U.S. stock exchanges represent roughly half of the investment possibilities -- expressed in dollar volume -- encompassed by the world's 18 major stock markets, but the U.S. markets as a unit ranked only 15 out of 18 in total return between 1970 and 1980.
This information for U.S. investors comes from the new Chicago firm of Kemper-Murray Johnstone International Inc.
"The United States will remain the stabilizing and dominant factor in the world financially for the next several years, but it will never again regain the position it held from 1945 to 1960," says Raymond Johnstone, a senior investment counselor with K-MJI.
K-MJI is a combination of Murray Johnstone Ltd., a Scottish investment firm established in 1907, and Kemper Financial Services Inc. of Chicago. It was founded early this year to manage the investments of a new mutual fund, the Kemper International Fund (KIF), that will invest in stocks and bonds of non-U.S. companies and provide advisory services concerning international investment opportunities. KIF is one of the newest in a growing number of loaded mutual funds based on the premise that U.S.investors can profit on rapidly expanding overseas stock markets while spreading risks.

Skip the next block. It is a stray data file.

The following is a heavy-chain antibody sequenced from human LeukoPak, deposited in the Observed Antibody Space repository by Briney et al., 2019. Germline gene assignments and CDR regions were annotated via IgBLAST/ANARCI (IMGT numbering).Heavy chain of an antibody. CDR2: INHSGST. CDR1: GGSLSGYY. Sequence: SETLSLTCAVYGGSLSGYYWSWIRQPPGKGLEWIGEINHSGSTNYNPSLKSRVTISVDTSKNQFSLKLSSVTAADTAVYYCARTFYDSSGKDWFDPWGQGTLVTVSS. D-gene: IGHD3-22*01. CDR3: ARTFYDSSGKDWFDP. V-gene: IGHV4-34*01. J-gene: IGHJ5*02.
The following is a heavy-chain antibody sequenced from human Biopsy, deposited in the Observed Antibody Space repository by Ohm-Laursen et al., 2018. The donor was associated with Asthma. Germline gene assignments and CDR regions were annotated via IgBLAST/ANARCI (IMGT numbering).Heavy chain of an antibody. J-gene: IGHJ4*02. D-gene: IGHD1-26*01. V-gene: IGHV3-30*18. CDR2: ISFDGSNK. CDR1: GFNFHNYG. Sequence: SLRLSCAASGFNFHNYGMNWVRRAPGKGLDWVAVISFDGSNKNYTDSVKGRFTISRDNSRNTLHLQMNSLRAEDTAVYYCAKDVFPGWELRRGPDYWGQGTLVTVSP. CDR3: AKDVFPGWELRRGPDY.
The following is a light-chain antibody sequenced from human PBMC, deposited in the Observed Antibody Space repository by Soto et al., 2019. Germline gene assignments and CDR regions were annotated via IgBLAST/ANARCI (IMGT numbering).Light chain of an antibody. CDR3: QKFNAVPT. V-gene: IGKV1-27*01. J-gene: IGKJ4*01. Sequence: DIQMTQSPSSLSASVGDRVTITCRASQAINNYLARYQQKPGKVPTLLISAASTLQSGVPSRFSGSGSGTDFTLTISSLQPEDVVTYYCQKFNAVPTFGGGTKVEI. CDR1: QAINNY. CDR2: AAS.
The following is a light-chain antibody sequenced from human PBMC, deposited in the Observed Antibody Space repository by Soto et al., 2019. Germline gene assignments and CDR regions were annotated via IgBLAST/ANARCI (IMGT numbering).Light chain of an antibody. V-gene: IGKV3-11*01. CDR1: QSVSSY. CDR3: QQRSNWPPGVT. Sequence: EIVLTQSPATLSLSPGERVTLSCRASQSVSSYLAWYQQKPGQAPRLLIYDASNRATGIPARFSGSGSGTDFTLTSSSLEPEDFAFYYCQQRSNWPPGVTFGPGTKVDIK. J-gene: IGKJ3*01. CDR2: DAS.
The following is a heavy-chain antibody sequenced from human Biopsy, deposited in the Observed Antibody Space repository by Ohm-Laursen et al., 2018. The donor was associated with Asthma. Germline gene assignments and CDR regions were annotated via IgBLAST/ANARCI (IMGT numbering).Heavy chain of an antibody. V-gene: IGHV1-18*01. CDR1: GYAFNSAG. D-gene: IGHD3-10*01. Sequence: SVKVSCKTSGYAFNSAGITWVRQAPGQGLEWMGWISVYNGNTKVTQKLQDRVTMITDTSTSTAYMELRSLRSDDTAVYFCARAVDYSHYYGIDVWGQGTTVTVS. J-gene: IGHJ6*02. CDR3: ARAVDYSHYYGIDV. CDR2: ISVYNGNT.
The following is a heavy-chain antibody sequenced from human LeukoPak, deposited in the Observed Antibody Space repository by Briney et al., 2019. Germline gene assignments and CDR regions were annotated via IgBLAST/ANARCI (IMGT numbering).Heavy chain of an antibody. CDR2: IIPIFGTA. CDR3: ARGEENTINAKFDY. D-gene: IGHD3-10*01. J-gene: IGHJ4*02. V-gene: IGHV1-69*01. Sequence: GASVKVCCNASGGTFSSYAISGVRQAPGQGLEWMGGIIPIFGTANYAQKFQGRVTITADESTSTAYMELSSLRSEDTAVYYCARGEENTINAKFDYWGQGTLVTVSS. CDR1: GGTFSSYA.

A main area of investment emphasis will be the Far East.
"The Pacific Basin is one area which should witness dynamic growth in the next several years," predicts Johnstone. "The enormously rapid growth of Japan, Hong Kong, Malaysia and of Singapore, world's largest producer of tin and rubber, will generate tremendous investment opportunities as the standard of living in these areas skyrockets. Australia also shows promise, as exploration and discovery of vital metals and minerals increases."
The current underwriting will be in effect until Thursday. Shares of KIF range in price from $12.49 a share to $13.50 a share, depending on quantity, with a minimum purchase requirement of 100 shares. The Washington representative for the Kemper International Fund is Legg Mason Wood Walker Inc.
"There's a great deal of interest in international investing these days," Johnstone says. "The funds overseas have outperformed domestic issues in the last several years fairly consistently."